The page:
We are going to iterate over all the messages in the Inbox, checking each message to see if it needs archiving. While Outlook does not strongly define the order of message iteration, I have found that Outlook commonly groups together messages received at the same time. So, as a small optimization, I’m keeping track of the current archive folders for the current year and month, to make it faster to move messages when needed.

$yearFolder = $null
$monthFolder = $null

$messages = $inbox.Items
$messageCount = $messages.Count

Write-ColorText -Gray "[○] Scanning $messageCount messages"

To avoid completely emptying my Inbox, I define a 90-day threshold. Only messages older than this will be archived by the script.

$threshold = (get-date).AddDays(-90).Date

    -White "[○] Moving messages received prior to "

Now we are ready to iterate over all the messages.

foreach ($m in $messages) {

For logging purposes, we extract the subject of each message, truncating it to a useful length.

    if ($m.Subject.Length -gt 40) {
        $subject = $m.Subject.Substring(0, 40)+"..."
    } else {
        $subject = $m.Subject

If the message is too new, we skip it and move to the next one. You may want to comment out the logging line if you find it too chatty.

    $date = $m.ReceivedTime

    if ($date -ge $threshold) {
            -Gray "[•] Skipping " 
            -White $subject 
            -Gray " received " $date.ToString("s")

We are going to archive this message, so we check whether the year and month folders we already have are the right ones to use. If we need different folders, update our references and log that we’ve done so. This allows us to read the log and see where the script moved each message.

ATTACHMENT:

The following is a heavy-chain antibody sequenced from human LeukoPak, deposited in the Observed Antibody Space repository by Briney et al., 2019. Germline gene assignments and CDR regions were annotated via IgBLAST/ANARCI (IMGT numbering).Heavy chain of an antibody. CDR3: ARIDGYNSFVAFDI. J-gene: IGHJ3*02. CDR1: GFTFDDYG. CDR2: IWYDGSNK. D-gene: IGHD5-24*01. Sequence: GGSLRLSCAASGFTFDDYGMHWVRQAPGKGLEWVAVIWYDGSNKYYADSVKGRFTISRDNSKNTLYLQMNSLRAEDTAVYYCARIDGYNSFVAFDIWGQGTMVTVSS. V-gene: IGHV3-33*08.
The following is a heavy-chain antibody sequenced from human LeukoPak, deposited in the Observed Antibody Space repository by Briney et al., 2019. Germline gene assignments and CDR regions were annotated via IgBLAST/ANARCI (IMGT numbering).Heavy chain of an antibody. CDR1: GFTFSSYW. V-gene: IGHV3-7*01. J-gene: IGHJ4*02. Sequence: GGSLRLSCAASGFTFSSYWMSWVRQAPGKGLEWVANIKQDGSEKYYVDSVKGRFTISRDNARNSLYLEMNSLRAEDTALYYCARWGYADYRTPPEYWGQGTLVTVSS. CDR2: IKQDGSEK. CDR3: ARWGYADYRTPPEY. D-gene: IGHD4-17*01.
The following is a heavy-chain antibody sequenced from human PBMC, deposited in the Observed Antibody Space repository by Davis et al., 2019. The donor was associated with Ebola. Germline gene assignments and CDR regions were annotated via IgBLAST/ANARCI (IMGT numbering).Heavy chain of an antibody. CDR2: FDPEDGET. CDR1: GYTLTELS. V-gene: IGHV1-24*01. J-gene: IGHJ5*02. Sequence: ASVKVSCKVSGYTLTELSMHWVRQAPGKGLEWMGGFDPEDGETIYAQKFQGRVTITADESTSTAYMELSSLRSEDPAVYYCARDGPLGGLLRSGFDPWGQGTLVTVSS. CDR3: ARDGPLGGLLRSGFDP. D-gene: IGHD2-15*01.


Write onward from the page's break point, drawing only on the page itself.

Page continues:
$year = $date.ToString("yyyy")
    if ($yearFolder.Name -ne $year) {
        $yearFolder = $archiveFolder.Folders.Item($year)
            -Gray "[•] Found Archive for " 
            -White $year

    $month = $date.ToString("yyyy-MM")
    if ($monthFolder.Name -ne $month) {
        $monthFolder = $yearFolder.Folders.Item($month)
            -Gray "[•] Found Archive for " 
            -White $month

Finally, we do the actual move, with a log line that tells us what happened. If you’re trying this out for yourself, I’d suggest commenting out the actual move and changing the log to read “Would Move” while you check that the script is doing the right thing.

    $updated = $m.Move($monthFolder)

        -Green "[✓]" 
        -White " Moved " 
        -Green $subject 
        -White " received " 
        -Green $date.ToString("s") 
        -White " from " 
        -Green $m.SenderName 
        -White " to " 
        -Green $month

The ability to automate Office Outlook with PowerShell is quite something. With just a short piece of PowerShell, I was able to automate a tedious task in reusable fashion. Each month – or just whenever I remember – I can rerun the script and keep my Inbox tidy.

I even wrote a companion script, imaginatively called “clean-archive” that iterates through all the archive folders doing further cleaning: moving misfiled messages, deleted messages from mailing lists, and so on. You might want to do the same.


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May 2020